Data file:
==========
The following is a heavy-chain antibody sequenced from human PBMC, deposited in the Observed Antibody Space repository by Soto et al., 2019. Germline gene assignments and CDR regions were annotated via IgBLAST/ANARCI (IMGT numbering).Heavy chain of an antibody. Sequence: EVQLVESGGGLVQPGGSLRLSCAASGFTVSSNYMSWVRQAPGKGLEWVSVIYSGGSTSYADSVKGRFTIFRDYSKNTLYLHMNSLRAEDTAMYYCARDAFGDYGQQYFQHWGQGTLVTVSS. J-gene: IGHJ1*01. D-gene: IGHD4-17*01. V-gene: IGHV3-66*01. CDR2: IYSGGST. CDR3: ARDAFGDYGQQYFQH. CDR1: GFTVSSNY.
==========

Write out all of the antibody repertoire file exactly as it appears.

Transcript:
The following is a heavy-chain antibody sequenced from human PBMC, deposited in the Observed Antibody Space repository by Soto et al., 2019. Germline gene assignments and CDR regions were annotated via IgBLAST/ANARCI (IMGT numbering).Heavy chain of an antibody. Sequence: EVQLVESGGGLVQPGGSLRLSCAASGFTVSSNYMSWVRQAPGKGLEWVSVIYSGGSTSYADSVKGRFTIFRDYSKNTLYLHMNSLRAEDTAMYYCARDAFGDYGQQYFQHWGQGTLVTVSS. J-gene: IGHJ1*01. D-gene: IGHD4-17*01. V-gene: IGHV3-66*01. CDR2: IYSGGST. CDR3: ARDAFGDYGQQYFQH. CDR1: GFTVSSNY.